When speaking about the value of OEM parts, it may seem like it comes down to cost, but it’s also important to consider the additional value of OEM parts and how they affect the industry – from OEMs and dealerships to repair facilities and vehicle owners. Here’s why:
At face value, the motive for OEMs to sell more OEM parts seems profit based. And, there is monetary incentive behind increased parts sales. However, the value of OEM parts can be greater than short-term wholesale revenue. Consider this: It’s hard, if not impossible, to place a value on brand integrity. As such, an OEM’s commitment to ensuring vehicles are repaired with OEM parts is a crucial part of brand management.
Here’s how it works: If a vehicle is repaired using a non-OEM part and the part fails, it reflects poorly on the OEM. Unfair? Yes, but owners tend to be upset with the whole car opposed to a single part (they may not even know who manufactured the part). Given the circumstances, OEMs want the parts they designed (and trust!) to be used on their vehicles, allowing for more confidence in the repair and, by extension, greater customer satisfaction with the OEM brand. It is much more difficult to repair a damaged relationship and restore lost trust than it is to incentivize network dealerships to sell OEM parts to repair shops at an affordable price.
Dealerships, like manufacturers, also have a vested interest in protecting brand integrity. Their role starts with selling vehicles, cultivating strong consumer relationships, and generating customer loyalty. That said, only a select number of vehicles return to the dealership once they leave the lot. While a dealership can’t control where an owner goes for maintenance or repairs, they can control the availability of OEM parts in their geographic area. OEM part sales can help dealerships reclaim lost revenue while increasing the likelihood that their brand of vehicle is repaired with its original equipment. This generates sales but, more importantly, helps ensure quality, OEM parts are used when repairs are performed outside the dealership.
Just like the manufacturer, there’s a greater incentive: customer satisfaction. While most repairs can occur at any independent shop, vehicle purchases take place at the dealership, making a positive customer experience crucial, especially after the initial sale. Although obvious, it’s also worth repeating: A satisfied customer is likely to be a loyal, repeat customer.
With OEM parts, shops can count on a level of predictability: the part will fit, it won’t require modification and the quality will be top notch. These factors all contribute to a repair shop’s most valuable asset: time. OEM parts eliminate uncertainty, allowing repairs to go as scheduled without unexpected interruptions. OEM parts also provide easier calibration, limiting the adjustments on other electronics in the vehicle. This means more time, more repairs, more business.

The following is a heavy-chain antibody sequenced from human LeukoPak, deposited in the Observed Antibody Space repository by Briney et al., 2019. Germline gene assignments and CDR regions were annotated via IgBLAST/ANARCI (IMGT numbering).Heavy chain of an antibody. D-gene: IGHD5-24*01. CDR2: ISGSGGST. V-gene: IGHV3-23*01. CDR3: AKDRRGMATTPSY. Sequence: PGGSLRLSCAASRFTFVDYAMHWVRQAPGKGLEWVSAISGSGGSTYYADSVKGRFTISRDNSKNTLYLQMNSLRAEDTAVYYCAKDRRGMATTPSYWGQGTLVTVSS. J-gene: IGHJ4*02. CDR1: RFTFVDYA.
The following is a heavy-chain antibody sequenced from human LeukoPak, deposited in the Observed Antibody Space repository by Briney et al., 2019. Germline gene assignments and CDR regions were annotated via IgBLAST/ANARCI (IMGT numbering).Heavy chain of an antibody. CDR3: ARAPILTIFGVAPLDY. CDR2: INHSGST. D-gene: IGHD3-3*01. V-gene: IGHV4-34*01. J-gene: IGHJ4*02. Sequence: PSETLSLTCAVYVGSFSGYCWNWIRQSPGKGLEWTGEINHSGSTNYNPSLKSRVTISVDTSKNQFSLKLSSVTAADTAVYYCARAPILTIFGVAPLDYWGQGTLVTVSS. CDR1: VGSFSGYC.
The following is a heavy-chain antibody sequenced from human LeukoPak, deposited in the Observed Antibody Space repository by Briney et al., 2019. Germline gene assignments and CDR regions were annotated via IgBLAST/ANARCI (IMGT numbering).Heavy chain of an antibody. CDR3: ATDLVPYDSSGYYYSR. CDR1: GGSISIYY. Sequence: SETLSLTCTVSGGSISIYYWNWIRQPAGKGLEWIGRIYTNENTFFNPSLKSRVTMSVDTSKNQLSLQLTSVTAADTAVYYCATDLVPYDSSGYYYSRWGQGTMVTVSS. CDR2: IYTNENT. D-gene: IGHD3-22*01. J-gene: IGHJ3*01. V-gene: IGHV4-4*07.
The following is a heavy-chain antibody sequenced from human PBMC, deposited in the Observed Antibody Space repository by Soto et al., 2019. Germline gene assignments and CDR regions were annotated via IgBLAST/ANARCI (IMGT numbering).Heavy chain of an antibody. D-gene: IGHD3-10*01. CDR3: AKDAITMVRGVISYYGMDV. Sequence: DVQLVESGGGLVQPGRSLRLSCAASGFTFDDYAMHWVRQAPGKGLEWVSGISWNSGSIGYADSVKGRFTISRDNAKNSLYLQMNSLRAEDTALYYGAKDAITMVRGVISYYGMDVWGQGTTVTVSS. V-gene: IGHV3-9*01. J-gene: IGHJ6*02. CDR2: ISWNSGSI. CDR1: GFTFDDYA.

What’s more, high-quality OEM parts reduce the likelihood of part failure. Remember: a flawed part, even if installed correctly, is still a flawed part. And, if the part fails, it brings a disappointed customer back to the repair facility looking for an explanation. This is another instance of the whole (brand) receiving the blame for the smaller, less visible component. If a shop develops a name for installing inferior or underperforming parts, it risks losing customers and revenue. Just like a bad experience with a car, a bad experience at a repair facility is difficult to forget and an unhappy customer will likely tell approximately 10 people, fair or not, about their dissatisfaction.
When an OEM incentivizes a dealership to sell OEM parts to associated shops, all parties involved know the parts were designed for that vehicle. However, the customer may benefit more than anyone else. Keep in mind: The customer was likely in a recent accident and safety is probably top of mind, and OEM parts are the safest option available. The customer not only gets their vehicle repaired with parts specifically engineered for that vehicle, but ones designed in accordance with the original safety features. This means the vehicle can perform in the same capacity as it did prior to the accident. Plus, when repairs occur with OEM parts, it helps the vehicle keep more of its value while retaining its structural integrity. This makes it clear why a high-performing part can help grow trust in the OEM brand and establish a strong relationship with a shop and/or dealership. Just like it’s difficult to place a value on brand integrity, it’s equally hard to put a value on a customer’s comfort level.
Short- and long-term value
An investment in OEM parts increases the likelihood of working with a customer on future cars – whether that means a purchase or repair. So, when experts say that a brand isn’t a logo, but, rather, a promise, it’s important to consider everything that goes into that promise. In the auto industry, OEM parts are an incredibly effective way for the OEM, the dealerships, and the repair shops to make good on the promise they make to the customer. And this, as many business owners know, is invaluable.
For more information, visit: CollisionLinkShop.com
This article was brought to you by CollisionLink Shop.